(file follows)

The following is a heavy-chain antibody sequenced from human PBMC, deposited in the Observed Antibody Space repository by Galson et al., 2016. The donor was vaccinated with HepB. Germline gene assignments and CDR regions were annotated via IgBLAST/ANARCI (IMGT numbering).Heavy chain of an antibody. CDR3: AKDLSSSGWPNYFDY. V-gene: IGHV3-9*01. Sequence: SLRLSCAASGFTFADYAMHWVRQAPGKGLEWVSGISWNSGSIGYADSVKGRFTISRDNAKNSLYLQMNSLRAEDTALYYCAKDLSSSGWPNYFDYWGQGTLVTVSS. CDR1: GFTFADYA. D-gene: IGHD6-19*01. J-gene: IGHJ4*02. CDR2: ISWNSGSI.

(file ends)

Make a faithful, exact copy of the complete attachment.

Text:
The following is a heavy-chain antibody sequenced from human PBMC, deposited in the Observed Antibody Space repository by Galson et al., 2016. The donor was vaccinated with HepB. Germline gene assignments and CDR regions were annotated via IgBLAST/ANARCI (IMGT numbering).Heavy chain of an antibody. CDR3: AKDLSSSGWPNYFDY. V-gene: IGHV3-9*01. Sequence: SLRLSCAASGFTFADYAMHWVRQAPGKGLEWVSGISWNSGSIGYADSVKGRFTISRDNAKNSLYLQMNSLRAEDTALYYCAKDLSSSGWPNYFDYWGQGTLVTVSS. CDR1: GFTFADYA. D-gene: IGHD6-19*01. J-gene: IGHJ4*02. CDR2: ISWNSGSI.